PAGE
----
Kindle Fire vs Nook Tablet the clash of the eBook Titans
The fight is on, Kindle Fire vs Nook Tablet. Two of the biggest eContent providers, Amazon.com and Barnes & Noble release almost at the same time their versions of a Tablet PC.
The fact being that their competition is mainly on the North American continent, Amazon seems to have the upper hand, because the Kindle Fire is eagerly expected to be released all over the world where Amazon does business.
Nevertheless, the broad public is engrossed in this Kindle Fire vs Nook Tablet competition, where the main question will remain one and the same: which of the two is the better choice?
The inner core
At first glance, there doesn’t seem to be much of a difference in hardware. Both tablets have the dual-core Texas Instruments OMAP 4 processor running on a 1 GHz tact frequency.
Both tablets have the Android 2.3 operating system, Gingerbread; both are seven inch tablets with a 1024 x 600 resolution at 169 pixels per inch. Both have Wi-Fi, but no Bluetooth connectivity. This is where the similarities end.
The storage capacity of the Amazon Kindle Fire is 8 GB with no expansion possibilities; the Barnes & Noble Nook Tablet (Read our full Nook Tablet review) comes with 16 GB, where via MicroSD up to 32 GB can be added.
In the Kindle Fire vs Nook Tablet comparison the Amazon Fire is equipped with less RAM, as it comes outfitted with 512 MB of RAM, where the Nook tablet has twice as much at 1 GB – which is the current tablet standard.
The integrated batteries also differ; the one built into the Nook is estimated to last over eleven hours of reading time and nine hours of video playback time. In comparison, Amazon gives their estimates at eight hours reading time and seven and a half hours video playback time.
Since most of the energy used is for powering of the touchscreen and Wi-Fi, internet browsing duration would have been the most interesting information, yet this information is unavailable from both manufacturers.
Amazon offers a one year limited warranty, with optional purchase of two year extended warranty available. Barnes & Noble seems to offer only the in-house one year limited warranty.
The main drawback with both tablets is the blockage of access to the Google Play (previously Android Market). While it is understandable that Amazon and B&N would like the user to spend their money on in-house sold applications and whatnots, it makes both of these tablets highly dependable on all the additional offers the two houses are providing to their customers, which is where the respective successes of these tablets will ultimately lie.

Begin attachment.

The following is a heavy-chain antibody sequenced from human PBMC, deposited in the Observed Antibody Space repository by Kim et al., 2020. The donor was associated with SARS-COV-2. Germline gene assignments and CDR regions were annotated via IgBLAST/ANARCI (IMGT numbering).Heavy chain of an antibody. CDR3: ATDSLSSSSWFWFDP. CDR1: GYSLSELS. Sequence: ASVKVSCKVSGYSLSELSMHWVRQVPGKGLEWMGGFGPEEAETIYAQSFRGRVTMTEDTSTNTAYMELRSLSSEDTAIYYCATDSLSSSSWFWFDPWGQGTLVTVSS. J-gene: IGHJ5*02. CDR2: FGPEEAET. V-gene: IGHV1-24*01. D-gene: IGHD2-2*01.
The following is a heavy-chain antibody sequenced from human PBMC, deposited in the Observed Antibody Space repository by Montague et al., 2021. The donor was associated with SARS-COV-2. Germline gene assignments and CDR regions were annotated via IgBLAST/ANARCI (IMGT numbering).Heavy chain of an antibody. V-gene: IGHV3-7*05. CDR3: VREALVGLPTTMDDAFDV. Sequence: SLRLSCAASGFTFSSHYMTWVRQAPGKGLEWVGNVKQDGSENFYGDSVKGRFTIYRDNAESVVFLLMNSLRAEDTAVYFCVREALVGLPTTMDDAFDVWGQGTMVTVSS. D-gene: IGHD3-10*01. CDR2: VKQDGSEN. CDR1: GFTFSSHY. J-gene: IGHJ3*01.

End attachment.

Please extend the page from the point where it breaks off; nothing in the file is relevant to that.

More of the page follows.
For that very reason, the Kindle Fire vs Nook Tablet comparison will have to take into account what applications and further extensions are being provided for both tablets.
The first point of interest is, of course, the integrated browser. While the Nook tablet comes with a slightly modified standard Android browser, the Amazon Kindle Fire is outfitted with the much touted Amazon Silk browser. It uses the Amazon cloud environment to speed up browsing, the integrated split architecture is supposed to use all the power of Amazon’s servers to speed up the browsing experience.
The main point of concern is exactly there, all the browsing takes place by means of Amazon’s servers, like with some highly controlled proxy server, where the user’s privacy is not only non-existent, but highly likely to be monitored.
Such monitoring can then be (mis)used to provide users with targeted advertising, which is the most docile form of misuse that can be construed. This is besides the fact that the Silk browser is, in fact, much faster. On the other hand, it conveys all your entered passwords to the Amazon servers.
From the view of the simple user, the Amazon Tablet PC the Kindle Firecomes pre-loaded with more software than the Nook Tablet. Frankly speaking, the biggest advantage Amazon has is the Amazon Prime service.
While both services can hook up on Hulu and Netflix, only Fire comes with one month free Amazon Prime, which provides instant streaming of thousands of movies and TV shows, as well as access to the lending library. After the free trial period, Amazon Prime costs $79 per year. Additionally, the access to the Amazon mp3 store is another plus. As the only music store capable of rivaling Apple’s iTunes, Amazon mp3 store offers instant access to millions of songs.
Kindle Fire vs Nook Tablet application stores
Frankly speaking, both stores, the Amazon App store and the Barnes & Noble Nook Apps store are not even close to the Google Play and never will be. Barnes & Noble does not even have the popular game Plants vs Zombies, for instance.
On the other hand, with the MicroSD slot, the Nook offers the possibility of “dual-booting” where custom made ROMs can boot any kind of available Android OS without rooting the device and voiding the warranty.
With the higher RAM and storage, you can have a completely different and exciting device simply by booting the other OS, including full access to the Google Play. This is perhaps the biggest plus of the Nook tablet.
Then, there is the Kindle Fire vs Nook Tablet price war. Fifty dollars that the Nook Tablet costs more does not seem to be a huge difference, particularly if you consider the additional RAM and storage, but for that cash you can almost finance a whole year of Amazon Prime and you do not really need any additional storage, being that both services give you unlimited cloud storage for purchased content.
The biggest deal breaker is of course the location limitation that will ultimately squash the perhaps better option in terms of expansion capabilities. Amazon is available almost all over the world; Barnes & Noble is limited to the North American continent, despite the fact that they do deliver merchandise all over the world.
This will surely reflect in overall sales of tablets. It does in terms of revenue, Amazon rakes in seven times more cash than B&N yearly.